Fintech regulatory sandbox finalised

While the legislation for the fintech regulatory sandbox was passed in February, its complementary regulatory papers have now both received royal assent, with the sandbox due to be available for the testing of new fintech products from 1 September 2020.

Since December 2016, the Australian Securities and Investments Commission (ASIC) has provided a “regulatory sandbox” framework for Australian fintechs, which allows financial products and services to be tested in Australia without obtaining an Australian Financial Services Licence (AFSL) and/or an Australian Credit Licence (ACL).

Under the legislation, held in the Treasury Laws Amendment (2018 Measures No. 2) Bill 2019, the government intends to reform and enhance the regulatory sandbox to better support innovation in the financial and credit product and services sector, as well as minimise risks to consumers of said products and services.

Through that legislation, the regulatory sandbox period was extended from 12 months to 24 months and ASIC was empowered to make decisions over when the licensing exemption starts and ceases to apply, in order to protect the interests of customers.

The complementary papers include both the Corporations (FinTech Sandbox Australian Financial Services Licence Exemption) Regulations 2020 and the National Consumer Credit Protection (FinTech Sandbox Australian Financial Services Licence Exemption) Regulations 2020.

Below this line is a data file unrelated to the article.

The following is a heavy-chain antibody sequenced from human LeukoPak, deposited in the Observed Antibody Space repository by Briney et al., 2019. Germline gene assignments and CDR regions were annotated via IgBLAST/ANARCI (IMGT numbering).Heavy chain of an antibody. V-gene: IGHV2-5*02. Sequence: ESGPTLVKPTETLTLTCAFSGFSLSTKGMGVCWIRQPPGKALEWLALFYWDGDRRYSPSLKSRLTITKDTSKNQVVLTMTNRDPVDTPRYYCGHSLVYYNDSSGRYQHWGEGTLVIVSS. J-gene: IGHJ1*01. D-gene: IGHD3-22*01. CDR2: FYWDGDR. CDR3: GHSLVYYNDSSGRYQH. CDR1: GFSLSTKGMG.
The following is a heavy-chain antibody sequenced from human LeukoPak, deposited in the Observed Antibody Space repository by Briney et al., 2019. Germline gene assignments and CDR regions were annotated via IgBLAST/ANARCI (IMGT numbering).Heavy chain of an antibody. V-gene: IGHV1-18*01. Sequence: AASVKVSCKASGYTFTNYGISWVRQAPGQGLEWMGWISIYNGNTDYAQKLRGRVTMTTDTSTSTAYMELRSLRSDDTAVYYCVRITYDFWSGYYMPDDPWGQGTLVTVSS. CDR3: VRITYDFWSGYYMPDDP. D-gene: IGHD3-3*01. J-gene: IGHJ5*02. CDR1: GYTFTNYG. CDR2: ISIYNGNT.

According to senator Jane Hume, assistant minister for superannuation, financial services and financial technology: “The sandbox creates a safe environment for fintech firms to test the viability of new products and services without first holding licences that can be costly and time-consuming to obtain.”

“Innovative firms now have 24 months to test their products with customers in the sandbox before obtaining a financial services licence or a credit licence from ASIC.”

The enhanced sandbox will broaden the range of financial services available for market testing, including services which advise on, or distribute, non-cash payment products, insurance, superannuation, simple managed investment schemes, listed securities and consumer credit contracts between $2,000 and $25,000.

“Robust consumer protections remain in place. Firms will be required to demonstrate that their proposed service is genuinely innovative and is likely to result in net consumer benefit,” Senator Hume said.

“Product limits and caps on aggregate and individual exposures also apply. Firms will be required to have adequate professional indemnity insurance and be a member of the Australian Financial Complaints Authority.”

 

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